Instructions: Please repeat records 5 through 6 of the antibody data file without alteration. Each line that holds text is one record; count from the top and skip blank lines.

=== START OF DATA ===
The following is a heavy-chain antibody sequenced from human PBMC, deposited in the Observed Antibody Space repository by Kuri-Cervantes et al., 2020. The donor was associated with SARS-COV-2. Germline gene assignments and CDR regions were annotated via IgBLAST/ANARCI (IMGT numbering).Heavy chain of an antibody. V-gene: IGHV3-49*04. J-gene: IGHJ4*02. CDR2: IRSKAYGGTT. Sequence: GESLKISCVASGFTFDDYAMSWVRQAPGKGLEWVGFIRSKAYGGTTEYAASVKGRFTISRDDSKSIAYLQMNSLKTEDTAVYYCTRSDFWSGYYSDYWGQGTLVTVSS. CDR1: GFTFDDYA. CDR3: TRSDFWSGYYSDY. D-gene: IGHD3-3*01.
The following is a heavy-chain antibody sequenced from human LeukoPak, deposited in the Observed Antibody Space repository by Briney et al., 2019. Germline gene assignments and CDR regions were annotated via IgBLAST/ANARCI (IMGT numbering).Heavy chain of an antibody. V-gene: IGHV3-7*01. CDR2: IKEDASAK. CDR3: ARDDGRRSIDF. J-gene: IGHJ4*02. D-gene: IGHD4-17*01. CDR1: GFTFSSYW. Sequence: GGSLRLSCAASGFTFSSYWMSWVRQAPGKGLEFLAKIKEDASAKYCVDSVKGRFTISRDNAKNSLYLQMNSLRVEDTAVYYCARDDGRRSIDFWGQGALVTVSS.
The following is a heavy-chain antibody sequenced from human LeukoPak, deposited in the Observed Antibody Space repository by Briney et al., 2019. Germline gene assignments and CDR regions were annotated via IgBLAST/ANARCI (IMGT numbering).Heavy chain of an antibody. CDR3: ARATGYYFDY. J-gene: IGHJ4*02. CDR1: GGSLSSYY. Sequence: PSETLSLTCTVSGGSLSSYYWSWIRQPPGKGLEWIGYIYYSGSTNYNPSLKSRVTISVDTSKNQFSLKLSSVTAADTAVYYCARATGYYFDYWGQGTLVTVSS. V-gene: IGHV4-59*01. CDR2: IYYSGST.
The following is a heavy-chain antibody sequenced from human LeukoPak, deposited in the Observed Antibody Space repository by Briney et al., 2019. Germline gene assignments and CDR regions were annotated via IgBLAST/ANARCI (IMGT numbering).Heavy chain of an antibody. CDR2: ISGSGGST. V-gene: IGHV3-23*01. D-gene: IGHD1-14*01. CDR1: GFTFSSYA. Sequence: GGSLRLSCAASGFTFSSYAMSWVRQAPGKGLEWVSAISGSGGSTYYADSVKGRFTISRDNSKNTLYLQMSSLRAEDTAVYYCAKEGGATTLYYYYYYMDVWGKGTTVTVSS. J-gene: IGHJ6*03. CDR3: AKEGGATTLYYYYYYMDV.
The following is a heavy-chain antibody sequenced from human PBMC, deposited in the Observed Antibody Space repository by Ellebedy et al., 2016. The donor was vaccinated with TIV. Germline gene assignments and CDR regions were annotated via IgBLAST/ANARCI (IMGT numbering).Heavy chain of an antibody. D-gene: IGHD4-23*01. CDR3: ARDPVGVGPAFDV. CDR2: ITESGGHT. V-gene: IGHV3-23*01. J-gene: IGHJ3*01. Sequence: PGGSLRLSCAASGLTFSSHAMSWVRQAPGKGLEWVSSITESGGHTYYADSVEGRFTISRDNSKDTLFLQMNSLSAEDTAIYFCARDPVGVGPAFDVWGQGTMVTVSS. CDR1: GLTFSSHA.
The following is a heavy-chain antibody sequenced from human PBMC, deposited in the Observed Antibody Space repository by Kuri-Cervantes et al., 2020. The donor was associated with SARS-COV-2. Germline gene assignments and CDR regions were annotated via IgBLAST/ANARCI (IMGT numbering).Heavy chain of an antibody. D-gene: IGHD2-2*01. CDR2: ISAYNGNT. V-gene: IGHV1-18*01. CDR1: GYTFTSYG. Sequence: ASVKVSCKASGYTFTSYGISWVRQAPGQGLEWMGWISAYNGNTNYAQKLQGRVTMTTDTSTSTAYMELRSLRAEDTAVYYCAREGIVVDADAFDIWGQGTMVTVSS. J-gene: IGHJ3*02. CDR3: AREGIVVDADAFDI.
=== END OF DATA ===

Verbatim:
The following is a heavy-chain antibody sequenced from human PBMC, deposited in the Observed Antibody Space repository by Ellebedy et al., 2016. The donor was vaccinated with TIV. Germline gene assignments and CDR regions were annotated via IgBLAST/ANARCI (IMGT numbering).Heavy chain of an antibody. D-gene: IGHD4-23*01. CDR3: ARDPVGVGPAFDV. CDR2: ITESGGHT. V-gene: IGHV3-23*01. J-gene: IGHJ3*01. Sequence: PGGSLRLSCAASGLTFSSHAMSWVRQAPGKGLEWVSSITESGGHTYYADSVEGRFTISRDNSKDTLFLQMNSLSAEDTAIYFCARDPVGVGPAFDVWGQGTMVTVSS. CDR1: GLTFSSHA.
The following is a heavy-chain antibody sequenced from human PBMC, deposited in the Observed Antibody Space repository by Kuri-Cervantes et al., 2020. The donor was associated with SARS-COV-2. Germline gene assignments and CDR regions were annotated via IgBLAST/ANARCI (IMGT numbering).Heavy chain of an antibody. D-gene: IGHD2-2*01. CDR2: ISAYNGNT. V-gene: IGHV1-18*01. CDR1: GYTFTSYG. Sequence: ASVKVSCKASGYTFTSYGISWVRQAPGQGLEWMGWISAYNGNTNYAQKLQGRVTMTTDTSTSTAYMELRSLRAEDTAVYYCAREGIVVDADAFDIWGQGTMVTVSS. J-gene: IGHJ3*02. CDR3: AREGIVVDADAFDI.